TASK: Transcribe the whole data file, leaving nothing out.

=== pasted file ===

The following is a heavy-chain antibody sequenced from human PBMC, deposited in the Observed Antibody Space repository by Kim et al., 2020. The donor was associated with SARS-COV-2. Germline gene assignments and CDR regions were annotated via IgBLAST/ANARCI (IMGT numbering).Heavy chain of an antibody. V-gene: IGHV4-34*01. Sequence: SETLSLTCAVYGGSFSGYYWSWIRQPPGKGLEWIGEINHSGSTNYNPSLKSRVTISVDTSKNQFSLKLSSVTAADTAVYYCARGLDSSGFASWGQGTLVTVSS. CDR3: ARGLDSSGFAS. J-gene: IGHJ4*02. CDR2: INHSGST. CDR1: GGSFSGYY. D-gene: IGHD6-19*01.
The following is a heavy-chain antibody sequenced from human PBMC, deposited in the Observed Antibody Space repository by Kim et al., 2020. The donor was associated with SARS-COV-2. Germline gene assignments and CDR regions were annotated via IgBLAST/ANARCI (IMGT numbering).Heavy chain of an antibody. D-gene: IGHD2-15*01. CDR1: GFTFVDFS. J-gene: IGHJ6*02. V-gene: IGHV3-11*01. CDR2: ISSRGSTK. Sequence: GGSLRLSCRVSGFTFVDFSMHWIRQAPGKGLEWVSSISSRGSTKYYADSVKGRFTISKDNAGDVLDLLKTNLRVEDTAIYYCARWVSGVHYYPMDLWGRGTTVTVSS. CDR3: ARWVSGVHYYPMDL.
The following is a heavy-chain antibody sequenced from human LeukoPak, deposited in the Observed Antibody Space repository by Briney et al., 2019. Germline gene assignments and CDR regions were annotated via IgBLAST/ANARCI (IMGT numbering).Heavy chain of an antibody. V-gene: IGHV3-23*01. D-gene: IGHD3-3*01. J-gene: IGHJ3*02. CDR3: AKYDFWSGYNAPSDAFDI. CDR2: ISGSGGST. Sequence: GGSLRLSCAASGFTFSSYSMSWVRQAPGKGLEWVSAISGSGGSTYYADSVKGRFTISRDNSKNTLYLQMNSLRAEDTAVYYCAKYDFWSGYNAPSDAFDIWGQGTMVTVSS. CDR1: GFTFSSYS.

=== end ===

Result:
The following is a heavy-chain antibody sequenced from human PBMC, deposited in the Observed Antibody Space repository by Kim et al., 2020. The donor was associated with SARS-COV-2. Germline gene assignments and CDR regions were annotated via IgBLAST/ANARCI (IMGT numbering).Heavy chain of an antibody. V-gene: IGHV4-34*01. Sequence: SETLSLTCAVYGGSFSGYYWSWIRQPPGKGLEWIGEINHSGSTNYNPSLKSRVTISVDTSKNQFSLKLSSVTAADTAVYYCARGLDSSGFASWGQGTLVTVSS. CDR3: ARGLDSSGFAS. J-gene: IGHJ4*02. CDR2: INHSGST. CDR1: GGSFSGYY. D-gene: IGHD6-19*01.
The following is a heavy-chain antibody sequenced from human PBMC, deposited in the Observed Antibody Space repository by Kim et al., 2020. The donor was associated with SARS-COV-2. Germline gene assignments and CDR regions were annotated via IgBLAST/ANARCI (IMGT numbering).Heavy chain of an antibody. D-gene: IGHD2-15*01. CDR1: GFTFVDFS. J-gene: IGHJ6*02. V-gene: IGHV3-11*01. CDR2: ISSRGSTK. Sequence: GGSLRLSCRVSGFTFVDFSMHWIRQAPGKGLEWVSSISSRGSTKYYADSVKGRFTISKDNAGDVLDLLKTNLRVEDTAIYYCARWVSGVHYYPMDLWGRGTTVTVSS. CDR3: ARWVSGVHYYPMDL.
The following is a heavy-chain antibody sequenced from human LeukoPak, deposited in the Observed Antibody Space repository by Briney et al., 2019. Germline gene assignments and CDR regions were annotated via IgBLAST/ANARCI (IMGT numbering).Heavy chain of an antibody. V-gene: IGHV3-23*01. D-gene: IGHD3-3*01. J-gene: IGHJ3*02. CDR3: AKYDFWSGYNAPSDAFDI. CDR2: ISGSGGST. Sequence: GGSLRLSCAASGFTFSSYSMSWVRQAPGKGLEWVSAISGSGGSTYYADSVKGRFTISRDNSKNTLYLQMNSLRAEDTAVYYCAKYDFWSGYNAPSDAFDIWGQGTMVTVSS. CDR1: GFTFSSYS.